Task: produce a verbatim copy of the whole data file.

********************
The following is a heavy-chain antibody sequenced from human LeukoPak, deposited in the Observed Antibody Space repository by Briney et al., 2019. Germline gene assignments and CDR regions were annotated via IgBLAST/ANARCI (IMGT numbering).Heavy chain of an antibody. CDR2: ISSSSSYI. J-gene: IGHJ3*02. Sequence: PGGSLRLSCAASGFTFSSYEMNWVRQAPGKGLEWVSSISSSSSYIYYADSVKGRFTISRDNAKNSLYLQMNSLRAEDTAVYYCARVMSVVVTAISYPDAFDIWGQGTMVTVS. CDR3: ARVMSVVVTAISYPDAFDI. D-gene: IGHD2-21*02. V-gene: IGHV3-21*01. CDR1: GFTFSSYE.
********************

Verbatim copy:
The following is a heavy-chain antibody sequenced from human LeukoPak, deposited in the Observed Antibody Space repository by Briney et al., 2019. Germline gene assignments and CDR regions were annotated via IgBLAST/ANARCI (IMGT numbering).Heavy chain of an antibody. CDR2: ISSSSSYI. J-gene: IGHJ3*02. Sequence: PGGSLRLSCAASGFTFSSYEMNWVRQAPGKGLEWVSSISSSSSYIYYADSVKGRFTISRDNAKNSLYLQMNSLRAEDTAVYYCARVMSVVVTAISYPDAFDIWGQGTMVTVS. CDR3: ARVMSVVVTAISYPDAFDI. D-gene: IGHD2-21*02. V-gene: IGHV3-21*01. CDR1: GFTFSSYE.